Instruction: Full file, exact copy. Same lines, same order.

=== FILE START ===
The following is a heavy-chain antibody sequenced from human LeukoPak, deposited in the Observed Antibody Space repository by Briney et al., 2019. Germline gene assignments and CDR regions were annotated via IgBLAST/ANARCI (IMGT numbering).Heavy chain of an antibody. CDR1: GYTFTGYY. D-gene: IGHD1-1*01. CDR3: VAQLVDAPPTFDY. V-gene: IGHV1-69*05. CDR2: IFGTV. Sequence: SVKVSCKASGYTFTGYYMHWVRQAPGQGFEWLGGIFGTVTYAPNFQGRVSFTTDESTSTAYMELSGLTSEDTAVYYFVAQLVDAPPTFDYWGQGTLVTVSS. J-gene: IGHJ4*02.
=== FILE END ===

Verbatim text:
The following is a heavy-chain antibody sequenced from human LeukoPak, deposited in the Observed Antibody Space repository by Briney et al., 2019. Germline gene assignments and CDR regions were annotated via IgBLAST/ANARCI (IMGT numbering).Heavy chain of an antibody. CDR1: GYTFTGYY. D-gene: IGHD1-1*01. CDR3: VAQLVDAPPTFDY. V-gene: IGHV1-69*05. CDR2: IFGTV. Sequence: SVKVSCKASGYTFTGYYMHWVRQAPGQGFEWLGGIFGTVTYAPNFQGRVSFTTDESTSTAYMELSGLTSEDTAVYYFVAQLVDAPPTFDYWGQGTLVTVSS. J-gene: IGHJ4*02.